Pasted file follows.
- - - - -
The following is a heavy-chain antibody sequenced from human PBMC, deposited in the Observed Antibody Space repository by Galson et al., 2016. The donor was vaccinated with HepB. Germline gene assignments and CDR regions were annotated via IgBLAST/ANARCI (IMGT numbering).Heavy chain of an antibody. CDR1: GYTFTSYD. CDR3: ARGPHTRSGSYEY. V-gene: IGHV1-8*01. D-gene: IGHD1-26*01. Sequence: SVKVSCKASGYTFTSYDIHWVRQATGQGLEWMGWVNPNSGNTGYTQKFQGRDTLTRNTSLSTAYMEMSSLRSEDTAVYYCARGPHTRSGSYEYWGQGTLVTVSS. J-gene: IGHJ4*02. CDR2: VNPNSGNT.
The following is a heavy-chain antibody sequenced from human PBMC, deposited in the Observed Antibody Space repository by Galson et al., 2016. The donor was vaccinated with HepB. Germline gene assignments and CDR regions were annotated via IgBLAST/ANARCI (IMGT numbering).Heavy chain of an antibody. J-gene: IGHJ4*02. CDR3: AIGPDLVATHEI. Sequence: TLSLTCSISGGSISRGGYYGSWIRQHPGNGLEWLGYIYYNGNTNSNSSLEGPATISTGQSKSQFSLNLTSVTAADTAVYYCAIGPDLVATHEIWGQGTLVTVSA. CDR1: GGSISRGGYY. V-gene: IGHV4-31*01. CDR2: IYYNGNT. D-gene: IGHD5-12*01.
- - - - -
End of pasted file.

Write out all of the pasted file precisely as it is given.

The following is a heavy-chain antibody sequenced from human PBMC, deposited in the Observed Antibody Space repository by Galson et al., 2016. The donor was vaccinated with HepB. Germline gene assignments and CDR regions were annotated via IgBLAST/ANARCI (IMGT numbering).Heavy chain of an antibody. CDR1: GYTFTSYD. CDR3: ARGPHTRSGSYEY. V-gene: IGHV1-8*01. D-gene: IGHD1-26*01. Sequence: SVKVSCKASGYTFTSYDIHWVRQATGQGLEWMGWVNPNSGNTGYTQKFQGRDTLTRNTSLSTAYMEMSSLRSEDTAVYYCARGPHTRSGSYEYWGQGTLVTVSS. J-gene: IGHJ4*02. CDR2: VNPNSGNT.
The following is a heavy-chain antibody sequenced from human PBMC, deposited in the Observed Antibody Space repository by Galson et al., 2016. The donor was vaccinated with HepB. Germline gene assignments and CDR regions were annotated via IgBLAST/ANARCI (IMGT numbering).Heavy chain of an antibody. J-gene: IGHJ4*02. CDR3: AIGPDLVATHEI. Sequence: TLSLTCSISGGSISRGGYYGSWIRQHPGNGLEWLGYIYYNGNTNSNSSLEGPATISTGQSKSQFSLNLTSVTAADTAVYYCAIGPDLVATHEIWGQGTLVTVSA. CDR1: GGSISRGGYY. V-gene: IGHV4-31*01. CDR2: IYYNGNT. D-gene: IGHD5-12*01.